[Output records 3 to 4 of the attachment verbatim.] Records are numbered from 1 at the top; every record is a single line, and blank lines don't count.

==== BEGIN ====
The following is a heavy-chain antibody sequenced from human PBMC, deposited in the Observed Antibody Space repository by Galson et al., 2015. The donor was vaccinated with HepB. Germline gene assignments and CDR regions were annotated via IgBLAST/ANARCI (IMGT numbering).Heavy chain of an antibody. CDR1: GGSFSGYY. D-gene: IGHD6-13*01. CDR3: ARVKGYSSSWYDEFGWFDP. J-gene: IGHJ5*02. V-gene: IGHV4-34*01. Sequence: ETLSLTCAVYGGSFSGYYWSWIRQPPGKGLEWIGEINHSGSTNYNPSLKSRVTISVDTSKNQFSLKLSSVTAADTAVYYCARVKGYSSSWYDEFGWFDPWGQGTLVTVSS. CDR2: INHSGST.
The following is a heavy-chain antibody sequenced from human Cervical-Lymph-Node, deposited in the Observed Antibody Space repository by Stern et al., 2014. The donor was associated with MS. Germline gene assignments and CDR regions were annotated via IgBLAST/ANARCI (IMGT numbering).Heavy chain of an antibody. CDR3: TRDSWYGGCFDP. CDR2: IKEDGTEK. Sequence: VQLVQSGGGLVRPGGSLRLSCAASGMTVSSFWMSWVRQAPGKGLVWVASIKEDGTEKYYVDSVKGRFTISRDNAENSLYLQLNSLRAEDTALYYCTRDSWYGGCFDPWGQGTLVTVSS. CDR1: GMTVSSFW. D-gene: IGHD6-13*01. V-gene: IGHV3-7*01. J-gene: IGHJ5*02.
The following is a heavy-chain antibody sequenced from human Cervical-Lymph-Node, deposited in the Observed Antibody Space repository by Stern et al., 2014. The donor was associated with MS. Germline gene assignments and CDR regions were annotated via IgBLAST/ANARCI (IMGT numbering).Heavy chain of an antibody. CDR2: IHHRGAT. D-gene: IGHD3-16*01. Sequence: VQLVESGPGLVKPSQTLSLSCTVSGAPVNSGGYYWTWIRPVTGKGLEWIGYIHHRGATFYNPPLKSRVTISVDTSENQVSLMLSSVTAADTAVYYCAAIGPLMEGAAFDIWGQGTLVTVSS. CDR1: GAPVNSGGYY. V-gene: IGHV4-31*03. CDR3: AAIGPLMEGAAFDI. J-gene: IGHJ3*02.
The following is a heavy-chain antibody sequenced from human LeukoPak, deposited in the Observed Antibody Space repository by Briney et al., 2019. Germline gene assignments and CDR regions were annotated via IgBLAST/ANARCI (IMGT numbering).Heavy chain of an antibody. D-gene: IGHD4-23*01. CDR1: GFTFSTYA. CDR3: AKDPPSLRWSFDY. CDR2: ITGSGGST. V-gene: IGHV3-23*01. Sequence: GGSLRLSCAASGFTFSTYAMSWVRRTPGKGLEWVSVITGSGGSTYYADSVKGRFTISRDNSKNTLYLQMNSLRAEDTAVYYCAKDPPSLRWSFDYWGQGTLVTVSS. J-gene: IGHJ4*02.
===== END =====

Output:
The following is a heavy-chain antibody sequenced from human Cervical-Lymph-Node, deposited in the Observed Antibody Space repository by Stern et al., 2014. The donor was associated with MS. Germline gene assignments and CDR regions were annotated via IgBLAST/ANARCI (IMGT numbering).Heavy chain of an antibody. CDR2: IHHRGAT. D-gene: IGHD3-16*01. Sequence: VQLVESGPGLVKPSQTLSLSCTVSGAPVNSGGYYWTWIRPVTGKGLEWIGYIHHRGATFYNPPLKSRVTISVDTSENQVSLMLSSVTAADTAVYYCAAIGPLMEGAAFDIWGQGTLVTVSS. CDR1: GAPVNSGGYY. V-gene: IGHV4-31*03. CDR3: AAIGPLMEGAAFDI. J-gene: IGHJ3*02.
The following is a heavy-chain antibody sequenced from human LeukoPak, deposited in the Observed Antibody Space repository by Briney et al., 2019. Germline gene assignments and CDR regions were annotated via IgBLAST/ANARCI (IMGT numbering).Heavy chain of an antibody. D-gene: IGHD4-23*01. CDR1: GFTFSTYA. CDR3: AKDPPSLRWSFDY. CDR2: ITGSGGST. V-gene: IGHV3-23*01. Sequence: GGSLRLSCAASGFTFSTYAMSWVRRTPGKGLEWVSVITGSGGSTYYADSVKGRFTISRDNSKNTLYLQMNSLRAEDTAVYYCAKDPPSLRWSFDYWGQGTLVTVSS. J-gene: IGHJ4*02.